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What Can I Eat With IBD? Gastrointestinal Diseases and Food Avoidance: Crohn's Disease, Ulcerative Colitis, GI Surgery

When people have a serious gastrointestinal disease such as inflammatory bowel disease (IBD,) food becomes a struggle. People with IBD, including Crohn's disease and ulcerative colitis, have plenty good questions about what to eat. The disease itself leads people to avoid foods that trigger symptoms. Surgeries are sometimes part of disease treatment, and that can further exacerbate intolerances to food. Many people with IBD have very distressing symptoms that are associated with eating all or certain foods. Symptoms such as urgent diarrhea, fecal incontinence, and severe abdominal pain that are associated with eating are enough to deter the patient from eating anything that might be a trigger.


person sitting at a table in pain

Over time, food avoidance can lead to malnutrition. Also over time, many people are able to find the right treatments that improve their disease and symptoms. Even with improvement in IBD markers and symptoms, many patients are fearful to try the foods that once caused really disruptive symptoms.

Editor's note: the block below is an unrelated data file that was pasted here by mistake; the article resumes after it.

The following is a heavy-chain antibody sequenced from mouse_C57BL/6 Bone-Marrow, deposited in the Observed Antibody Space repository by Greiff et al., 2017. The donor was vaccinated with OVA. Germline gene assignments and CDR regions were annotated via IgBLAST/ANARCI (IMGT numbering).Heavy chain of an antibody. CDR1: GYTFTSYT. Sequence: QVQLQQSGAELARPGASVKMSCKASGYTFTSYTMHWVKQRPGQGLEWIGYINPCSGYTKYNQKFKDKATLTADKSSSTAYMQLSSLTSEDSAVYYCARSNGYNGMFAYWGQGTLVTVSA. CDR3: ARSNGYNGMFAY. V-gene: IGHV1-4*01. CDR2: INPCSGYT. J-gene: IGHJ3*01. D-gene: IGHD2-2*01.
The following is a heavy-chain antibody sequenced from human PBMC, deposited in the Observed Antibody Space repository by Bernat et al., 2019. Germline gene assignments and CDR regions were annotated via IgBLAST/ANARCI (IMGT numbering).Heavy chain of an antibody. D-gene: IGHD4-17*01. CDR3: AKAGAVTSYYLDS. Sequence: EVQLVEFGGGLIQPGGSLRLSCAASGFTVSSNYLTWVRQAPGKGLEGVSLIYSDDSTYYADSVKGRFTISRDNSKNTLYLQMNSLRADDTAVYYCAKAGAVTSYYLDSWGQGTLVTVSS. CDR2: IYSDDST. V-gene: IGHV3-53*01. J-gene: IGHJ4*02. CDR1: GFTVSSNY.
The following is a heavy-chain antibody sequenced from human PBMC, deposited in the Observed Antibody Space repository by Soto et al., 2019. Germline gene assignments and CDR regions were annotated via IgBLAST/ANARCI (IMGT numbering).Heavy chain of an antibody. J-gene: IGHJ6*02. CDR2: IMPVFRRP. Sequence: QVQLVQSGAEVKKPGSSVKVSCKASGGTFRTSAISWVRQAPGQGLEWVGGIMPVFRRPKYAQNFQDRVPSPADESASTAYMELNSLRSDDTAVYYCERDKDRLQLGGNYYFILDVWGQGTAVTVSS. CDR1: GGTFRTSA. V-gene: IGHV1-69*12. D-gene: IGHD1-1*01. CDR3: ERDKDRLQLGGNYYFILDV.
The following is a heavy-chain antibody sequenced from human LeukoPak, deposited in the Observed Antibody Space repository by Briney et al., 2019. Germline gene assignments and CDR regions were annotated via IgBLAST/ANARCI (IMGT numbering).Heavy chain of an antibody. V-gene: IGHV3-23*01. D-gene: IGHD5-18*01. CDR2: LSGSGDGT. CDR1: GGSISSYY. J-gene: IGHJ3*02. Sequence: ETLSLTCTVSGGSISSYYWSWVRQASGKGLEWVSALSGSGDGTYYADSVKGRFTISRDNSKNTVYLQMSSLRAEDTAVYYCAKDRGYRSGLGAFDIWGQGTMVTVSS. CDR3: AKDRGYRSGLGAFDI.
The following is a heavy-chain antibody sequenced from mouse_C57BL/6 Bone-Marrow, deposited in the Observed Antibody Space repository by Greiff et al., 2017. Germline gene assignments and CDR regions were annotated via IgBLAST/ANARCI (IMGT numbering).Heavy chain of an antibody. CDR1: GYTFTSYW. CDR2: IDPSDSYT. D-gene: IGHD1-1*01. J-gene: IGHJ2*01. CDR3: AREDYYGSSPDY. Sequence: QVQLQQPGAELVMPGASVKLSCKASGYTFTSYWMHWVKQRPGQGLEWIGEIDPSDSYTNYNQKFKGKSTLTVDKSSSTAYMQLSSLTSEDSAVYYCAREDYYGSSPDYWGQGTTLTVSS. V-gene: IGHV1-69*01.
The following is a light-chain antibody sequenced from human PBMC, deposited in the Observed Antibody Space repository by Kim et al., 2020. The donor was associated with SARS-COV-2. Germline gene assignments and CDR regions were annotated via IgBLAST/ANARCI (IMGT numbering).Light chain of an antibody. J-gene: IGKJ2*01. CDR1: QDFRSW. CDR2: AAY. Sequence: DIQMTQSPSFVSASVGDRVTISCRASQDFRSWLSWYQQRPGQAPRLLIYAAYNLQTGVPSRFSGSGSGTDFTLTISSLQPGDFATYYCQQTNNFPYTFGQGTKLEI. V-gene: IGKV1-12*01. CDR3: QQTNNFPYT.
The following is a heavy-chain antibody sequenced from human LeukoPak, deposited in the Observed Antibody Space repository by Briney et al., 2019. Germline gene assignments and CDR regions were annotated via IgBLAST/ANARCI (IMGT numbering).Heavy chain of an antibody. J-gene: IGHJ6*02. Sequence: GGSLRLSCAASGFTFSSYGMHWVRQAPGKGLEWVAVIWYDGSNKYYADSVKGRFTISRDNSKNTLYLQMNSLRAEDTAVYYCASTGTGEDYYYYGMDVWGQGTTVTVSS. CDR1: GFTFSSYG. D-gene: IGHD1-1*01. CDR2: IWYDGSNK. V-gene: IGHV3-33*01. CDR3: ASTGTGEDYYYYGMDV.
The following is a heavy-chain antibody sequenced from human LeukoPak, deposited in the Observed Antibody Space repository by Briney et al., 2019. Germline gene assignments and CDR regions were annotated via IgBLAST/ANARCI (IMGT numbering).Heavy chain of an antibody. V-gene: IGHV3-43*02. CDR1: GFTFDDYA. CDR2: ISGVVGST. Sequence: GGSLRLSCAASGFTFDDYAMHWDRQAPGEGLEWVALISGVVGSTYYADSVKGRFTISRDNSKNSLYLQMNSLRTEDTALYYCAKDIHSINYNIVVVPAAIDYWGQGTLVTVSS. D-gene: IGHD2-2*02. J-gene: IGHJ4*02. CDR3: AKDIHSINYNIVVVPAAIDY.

These food fears are normal and understandable. Still, with a slow and methodical approach of trying foods, many patients are able to expand the foods they can eat--especially once their disease is better managed with an appropriate medical or surgical treatment.


Which foods to start with will depend on each individual patient. Factors such as prior experiences with that food, history of surgery, and nutritional status play into that decision. Foods are often introduced with those more likely to be tolerated first, such as soft or cooked foods before hard and raw foods, and starting with small quantities. Many patients find it helpful to make only one change at a time so that it is clear what is causing a change in symptoms.


Often people will experience new and sometimes uncomfortable GI sensations with new food. These new sensations are often feared, and the instinct is to avoid any uncomfortable GI sensation. We try to normalize the normal sensations of digestion--even the uncomfortable ones--and separate those sensations from painful symptoms, which are reasonable to continue to avoid.


Trying new foods strategically combined with a reasonable expectation of outcomes can often help people expand what they are able to eat and enjoy. This really helps people with IBD, Crohn's disease, and ulcerative colitis know what to eat.

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